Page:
You immediately increase the number of candidates in your pool because geography becomes less of an issue. Even if you’re not offering a 100% remote working role a candidate might be willing to travel further if it’s only a few days a week.
Offering flexibility such as remote working will be seen as attractive to many candidates and will give you more of a competitive edge in securing the top talent.
And once you’ve secured your ideal candidate, your new remote working policies are better for business and better for your employees.
The benefits of remote working are starting to emerge for many companies and as businesses start to improve their remote working set-up, these will become more clear.
Here are three benefits of remote working for businesses that already have the data behind them:
A study carried out by Gallup in 2017, long before anyone had heard of COVID-19, showed that employee engagement improves when they spend some time working remotely. In fact, the optimum engagement occurs when an employee spends between 60% and 80% of time working remotely. According to Gallup, highly engaged workplaces see 21% higher profitability and 40% fewer quality defects.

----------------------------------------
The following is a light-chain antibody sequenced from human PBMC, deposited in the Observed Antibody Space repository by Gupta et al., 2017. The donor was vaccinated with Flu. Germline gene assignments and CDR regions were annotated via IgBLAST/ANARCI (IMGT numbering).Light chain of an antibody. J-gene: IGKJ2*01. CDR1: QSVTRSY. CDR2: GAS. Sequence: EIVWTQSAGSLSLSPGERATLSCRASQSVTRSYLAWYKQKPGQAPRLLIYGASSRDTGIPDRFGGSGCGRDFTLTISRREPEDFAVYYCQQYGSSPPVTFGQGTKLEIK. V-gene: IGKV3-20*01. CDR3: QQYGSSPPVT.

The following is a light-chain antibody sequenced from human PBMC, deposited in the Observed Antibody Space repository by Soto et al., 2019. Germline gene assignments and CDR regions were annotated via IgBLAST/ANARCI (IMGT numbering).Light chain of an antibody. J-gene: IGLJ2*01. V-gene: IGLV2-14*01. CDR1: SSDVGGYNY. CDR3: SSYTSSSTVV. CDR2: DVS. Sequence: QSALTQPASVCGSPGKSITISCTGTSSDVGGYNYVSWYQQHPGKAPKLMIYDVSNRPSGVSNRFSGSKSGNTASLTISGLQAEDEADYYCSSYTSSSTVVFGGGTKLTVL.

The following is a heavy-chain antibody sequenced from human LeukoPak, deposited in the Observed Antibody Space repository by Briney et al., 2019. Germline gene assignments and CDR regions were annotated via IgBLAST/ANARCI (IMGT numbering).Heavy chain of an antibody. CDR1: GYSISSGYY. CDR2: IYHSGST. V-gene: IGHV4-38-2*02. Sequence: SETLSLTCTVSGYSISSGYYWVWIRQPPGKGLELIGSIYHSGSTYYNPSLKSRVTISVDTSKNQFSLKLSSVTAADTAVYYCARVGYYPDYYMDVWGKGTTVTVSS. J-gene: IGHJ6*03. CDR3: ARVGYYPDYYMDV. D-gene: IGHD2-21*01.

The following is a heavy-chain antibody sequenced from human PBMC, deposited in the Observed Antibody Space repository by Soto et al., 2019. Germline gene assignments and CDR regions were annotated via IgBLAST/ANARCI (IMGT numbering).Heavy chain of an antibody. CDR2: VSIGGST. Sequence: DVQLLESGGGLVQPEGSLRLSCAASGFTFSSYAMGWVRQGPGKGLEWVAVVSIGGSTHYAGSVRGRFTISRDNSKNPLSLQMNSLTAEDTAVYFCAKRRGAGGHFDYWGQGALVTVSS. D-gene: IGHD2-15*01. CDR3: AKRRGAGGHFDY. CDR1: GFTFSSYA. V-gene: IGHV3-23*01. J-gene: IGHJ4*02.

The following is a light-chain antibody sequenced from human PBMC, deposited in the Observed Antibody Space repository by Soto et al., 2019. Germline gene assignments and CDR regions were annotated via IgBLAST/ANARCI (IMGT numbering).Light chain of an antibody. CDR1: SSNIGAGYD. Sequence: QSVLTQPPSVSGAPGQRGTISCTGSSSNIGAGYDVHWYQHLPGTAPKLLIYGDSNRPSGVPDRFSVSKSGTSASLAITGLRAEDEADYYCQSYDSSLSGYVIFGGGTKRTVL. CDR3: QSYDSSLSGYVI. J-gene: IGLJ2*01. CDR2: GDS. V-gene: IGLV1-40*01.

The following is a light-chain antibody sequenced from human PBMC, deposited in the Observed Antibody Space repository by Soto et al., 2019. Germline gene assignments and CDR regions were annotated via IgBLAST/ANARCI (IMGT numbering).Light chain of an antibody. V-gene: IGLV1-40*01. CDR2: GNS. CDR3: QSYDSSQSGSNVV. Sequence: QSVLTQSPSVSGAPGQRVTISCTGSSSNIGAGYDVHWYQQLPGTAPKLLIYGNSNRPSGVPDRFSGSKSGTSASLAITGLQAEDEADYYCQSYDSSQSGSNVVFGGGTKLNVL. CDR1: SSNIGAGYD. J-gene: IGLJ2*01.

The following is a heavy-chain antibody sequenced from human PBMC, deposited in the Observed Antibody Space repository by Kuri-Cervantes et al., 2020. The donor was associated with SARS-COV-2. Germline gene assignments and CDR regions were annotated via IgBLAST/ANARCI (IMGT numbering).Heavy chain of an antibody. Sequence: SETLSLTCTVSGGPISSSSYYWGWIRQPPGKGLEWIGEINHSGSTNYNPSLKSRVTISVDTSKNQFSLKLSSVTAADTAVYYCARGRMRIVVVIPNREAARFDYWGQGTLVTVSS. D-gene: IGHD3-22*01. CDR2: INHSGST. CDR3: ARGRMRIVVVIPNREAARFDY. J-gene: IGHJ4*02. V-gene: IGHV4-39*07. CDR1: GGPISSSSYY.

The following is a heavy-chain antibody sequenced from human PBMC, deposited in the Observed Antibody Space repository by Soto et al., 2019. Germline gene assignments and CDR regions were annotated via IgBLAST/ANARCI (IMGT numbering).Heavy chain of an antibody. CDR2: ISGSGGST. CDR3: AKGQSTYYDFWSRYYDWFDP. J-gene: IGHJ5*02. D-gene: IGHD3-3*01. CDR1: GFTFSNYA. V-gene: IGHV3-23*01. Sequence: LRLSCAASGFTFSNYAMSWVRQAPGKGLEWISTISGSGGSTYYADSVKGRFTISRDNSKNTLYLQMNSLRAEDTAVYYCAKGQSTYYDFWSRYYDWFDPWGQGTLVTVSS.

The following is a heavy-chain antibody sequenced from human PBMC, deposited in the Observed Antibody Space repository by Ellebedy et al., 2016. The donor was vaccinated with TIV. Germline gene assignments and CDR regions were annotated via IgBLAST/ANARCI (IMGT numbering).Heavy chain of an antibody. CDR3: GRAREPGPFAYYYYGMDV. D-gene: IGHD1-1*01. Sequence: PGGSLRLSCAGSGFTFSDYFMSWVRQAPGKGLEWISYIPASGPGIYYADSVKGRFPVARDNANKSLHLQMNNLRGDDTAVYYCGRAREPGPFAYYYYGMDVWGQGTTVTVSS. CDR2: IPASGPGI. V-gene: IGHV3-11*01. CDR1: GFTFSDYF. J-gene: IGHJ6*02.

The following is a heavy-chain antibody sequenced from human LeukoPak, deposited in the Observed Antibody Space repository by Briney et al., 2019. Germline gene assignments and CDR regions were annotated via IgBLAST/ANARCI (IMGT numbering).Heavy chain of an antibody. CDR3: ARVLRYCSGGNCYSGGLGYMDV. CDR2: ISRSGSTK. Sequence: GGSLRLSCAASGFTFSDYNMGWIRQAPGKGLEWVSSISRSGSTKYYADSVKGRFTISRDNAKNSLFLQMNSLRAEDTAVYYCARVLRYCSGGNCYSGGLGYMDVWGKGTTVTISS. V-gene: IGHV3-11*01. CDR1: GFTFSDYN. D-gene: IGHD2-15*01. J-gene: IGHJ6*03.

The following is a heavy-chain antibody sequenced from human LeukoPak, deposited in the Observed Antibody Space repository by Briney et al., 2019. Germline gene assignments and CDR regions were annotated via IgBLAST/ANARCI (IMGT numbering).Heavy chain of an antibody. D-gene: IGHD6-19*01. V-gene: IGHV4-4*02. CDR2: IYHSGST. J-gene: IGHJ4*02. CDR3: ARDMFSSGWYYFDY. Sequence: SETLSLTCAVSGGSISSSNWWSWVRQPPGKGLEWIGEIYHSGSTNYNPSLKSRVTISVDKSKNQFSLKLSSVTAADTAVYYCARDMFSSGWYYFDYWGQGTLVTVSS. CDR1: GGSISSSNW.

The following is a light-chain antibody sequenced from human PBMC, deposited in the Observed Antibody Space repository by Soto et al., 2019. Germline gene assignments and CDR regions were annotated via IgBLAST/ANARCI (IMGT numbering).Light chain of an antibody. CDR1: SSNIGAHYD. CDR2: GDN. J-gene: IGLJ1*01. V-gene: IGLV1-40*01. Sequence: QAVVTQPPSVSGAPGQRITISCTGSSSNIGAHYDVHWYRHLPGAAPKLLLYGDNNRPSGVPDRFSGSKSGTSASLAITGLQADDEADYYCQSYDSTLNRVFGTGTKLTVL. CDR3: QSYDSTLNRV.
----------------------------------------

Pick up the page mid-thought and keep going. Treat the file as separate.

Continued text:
As attitudes and working habits evolve, offering some sort of remote working benefit to staff may soon be key in retention strategies. Writing for the World Economic Forum, Judy Oh, Director of Strategy at BrightHouse, says that “younger workers are looking for more decentralized environments where they can decide how work gets done”.
With Millenials and Generation Z making up most of the workforce in 2020, businesses need to adapt to their needs if they are to have happy employees. If they don’t, they could risk losing out on some of the top talent.
Along with the increase in profitability that comes with higher productivity from your workforce, there are some significant savings that come with offering remote working.